[j-nsp] EX 8200 deployment
cordmacleod at gmail.com
Sat Mar 20 18:41:21 EDT 2010
On Mar 20, 2010, at 5:31 PM, Chris Evans wrote:
> I agree with you with the EX platform.. It's really buggy. I personally
> think that Juniper is moving too slow bringing new features and bug fixes to
> the platform.. We're deploying the new Cisco Nexus platforms in our data
> centers at this point. Cisco is moving at light speed with these platforms,
> while Juniper is crawling to bring their aging boxes into the lime light
> left by the Cisco Cat6500 days.
> On another note. I know you're upset about the limit on the routing that the
> EX series can do, but a better question is why are you using this box for
> that high end routing solution? In my opinion, the EX's 8200's are a switch
> built for the data center, they shouldn't require much more than a default
> route and/or a few hundred routes to your core.
Agreed. High end routing with dense port configurations is called an MX.
> On Sat, Mar 20, 2010 at 11:03 AM, Richard A Steenbergen <ras at e-gerbil.net>wrote:
>> On Sat, Mar 20, 2010 at 06:50:58PM +0500, Fahad Khan wrote:
>>> Hi Folks,
>>> Please share your experiences regarding the deployment of EX 8200, I need
>>> deploy two chassis in VRRP. Please let shed some light on the following
>>> - Any trick in power/power requirements??
>>> - stability
>>> - best design( like Virtual routers are needed or not)
>>> - possible caveats
>>> - Best junos version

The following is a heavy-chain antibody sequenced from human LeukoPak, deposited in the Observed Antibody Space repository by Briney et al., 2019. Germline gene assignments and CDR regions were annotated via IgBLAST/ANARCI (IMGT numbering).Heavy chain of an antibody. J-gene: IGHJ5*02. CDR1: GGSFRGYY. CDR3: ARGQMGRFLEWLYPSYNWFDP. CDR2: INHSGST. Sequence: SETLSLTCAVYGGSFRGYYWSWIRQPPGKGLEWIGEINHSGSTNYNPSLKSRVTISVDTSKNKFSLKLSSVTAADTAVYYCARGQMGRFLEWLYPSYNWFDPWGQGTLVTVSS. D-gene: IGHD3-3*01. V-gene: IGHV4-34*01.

>>> Add any trick or issue which you have found out?
>> We just deployed our first EX8208 a few days ago, running 10.1R1.
>> Gotchas so far:
>> * Obviously this is a very different architecture from Juniper's normal
>> boxes, so be prepared for vlan space being shared across the entire box,
>> not a per-interface basis.
>> * In a move straight out of Foundry's playbook of how to fail at making
>> a useable product, EX has no packet counters (cli or snmp) available for
>> L3 vlan interfaces. It DOES have working counters if you do traditional
>> Juniper subinterface style vlans (interface blah, vlan-tagging, unit 123
>> vlan-id 123), but it does NOT work if you have to do RVI style (vlan
>> blah l3-interface vlan.123 and then put vlan blah in an ethernet
>> switching interface). Subinterface style is my preference anyways, so as
>> long as you only ever use vlans on point-to-point links this isn't a
>> problem, but the instant you need to put a VLAN on more than one port
>> you no longer get packet counters.
>> * Related to the issue above, you can't mix "subinterface style" and
>> "RVI style" vlans on the same trunk port. The instant you need to do
>> anything more than classic subinterface style vlans, you have to convert
>> everything on the trunk to vlan/rvi style. For example, where I might
>> otherwise be able to get away with doing interface xe-1/0/0 unit 123
>> vlan-id 123 family inet blah, if I want to trunk a layer 2 vlan on that
>> same interface I now have to convert unit 123 to RVI style. One possible
>> workaround I have yet to test is doing a CCC instead of a vlan, to keep
>> the subinterface style. This would only work with 2-port member vlans